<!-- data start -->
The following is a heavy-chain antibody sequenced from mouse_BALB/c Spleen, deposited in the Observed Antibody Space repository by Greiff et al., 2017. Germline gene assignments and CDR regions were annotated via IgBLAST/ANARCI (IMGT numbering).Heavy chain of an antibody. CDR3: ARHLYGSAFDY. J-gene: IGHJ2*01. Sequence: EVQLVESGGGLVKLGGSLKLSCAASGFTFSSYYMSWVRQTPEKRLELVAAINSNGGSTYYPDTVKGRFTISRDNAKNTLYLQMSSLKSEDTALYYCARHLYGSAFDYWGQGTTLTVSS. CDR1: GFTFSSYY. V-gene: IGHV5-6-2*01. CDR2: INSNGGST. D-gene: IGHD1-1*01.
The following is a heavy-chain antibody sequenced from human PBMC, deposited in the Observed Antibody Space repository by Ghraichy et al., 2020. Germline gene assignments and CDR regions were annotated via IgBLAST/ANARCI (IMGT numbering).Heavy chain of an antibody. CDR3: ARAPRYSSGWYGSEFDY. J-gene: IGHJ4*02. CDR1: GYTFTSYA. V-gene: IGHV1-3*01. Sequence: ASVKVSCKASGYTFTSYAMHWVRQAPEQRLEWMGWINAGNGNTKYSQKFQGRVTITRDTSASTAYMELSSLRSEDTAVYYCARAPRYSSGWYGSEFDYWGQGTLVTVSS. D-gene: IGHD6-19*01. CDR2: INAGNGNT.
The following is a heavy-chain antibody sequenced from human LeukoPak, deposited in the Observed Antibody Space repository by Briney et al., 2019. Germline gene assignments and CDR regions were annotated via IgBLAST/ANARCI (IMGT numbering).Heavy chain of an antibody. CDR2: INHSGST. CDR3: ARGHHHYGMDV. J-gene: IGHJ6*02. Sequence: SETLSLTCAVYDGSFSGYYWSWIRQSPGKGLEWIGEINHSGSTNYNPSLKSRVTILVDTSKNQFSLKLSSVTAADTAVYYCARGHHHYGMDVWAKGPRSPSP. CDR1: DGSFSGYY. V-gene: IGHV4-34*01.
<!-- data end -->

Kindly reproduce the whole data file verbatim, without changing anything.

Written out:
The following is a heavy-chain antibody sequenced from mouse_BALB/c Spleen, deposited in the Observed Antibody Space repository by Greiff et al., 2017. Germline gene assignments and CDR regions were annotated via IgBLAST/ANARCI (IMGT numbering).Heavy chain of an antibody. CDR3: ARHLYGSAFDY. J-gene: IGHJ2*01. Sequence: EVQLVESGGGLVKLGGSLKLSCAASGFTFSSYYMSWVRQTPEKRLELVAAINSNGGSTYYPDTVKGRFTISRDNAKNTLYLQMSSLKSEDTALYYCARHLYGSAFDYWGQGTTLTVSS. CDR1: GFTFSSYY. V-gene: IGHV5-6-2*01. CDR2: INSNGGST. D-gene: IGHD1-1*01.
The following is a heavy-chain antibody sequenced from human PBMC, deposited in the Observed Antibody Space repository by Ghraichy et al., 2020. Germline gene assignments and CDR regions were annotated via IgBLAST/ANARCI (IMGT numbering).Heavy chain of an antibody. CDR3: ARAPRYSSGWYGSEFDY. J-gene: IGHJ4*02. CDR1: GYTFTSYA. V-gene: IGHV1-3*01. Sequence: ASVKVSCKASGYTFTSYAMHWVRQAPEQRLEWMGWINAGNGNTKYSQKFQGRVTITRDTSASTAYMELSSLRSEDTAVYYCARAPRYSSGWYGSEFDYWGQGTLVTVSS. D-gene: IGHD6-19*01. CDR2: INAGNGNT.
The following is a heavy-chain antibody sequenced from human LeukoPak, deposited in the Observed Antibody Space repository by Briney et al., 2019. Germline gene assignments and CDR regions were annotated via IgBLAST/ANARCI (IMGT numbering).Heavy chain of an antibody. CDR2: INHSGST. CDR3: ARGHHHYGMDV. J-gene: IGHJ6*02. Sequence: SETLSLTCAVYDGSFSGYYWSWIRQSPGKGLEWIGEINHSGSTNYNPSLKSRVTILVDTSKNQFSLKLSSVTAADTAVYYCARGHHHYGMDVWAKGPRSPSP. CDR1: DGSFSGYY. V-gene: IGHV4-34*01.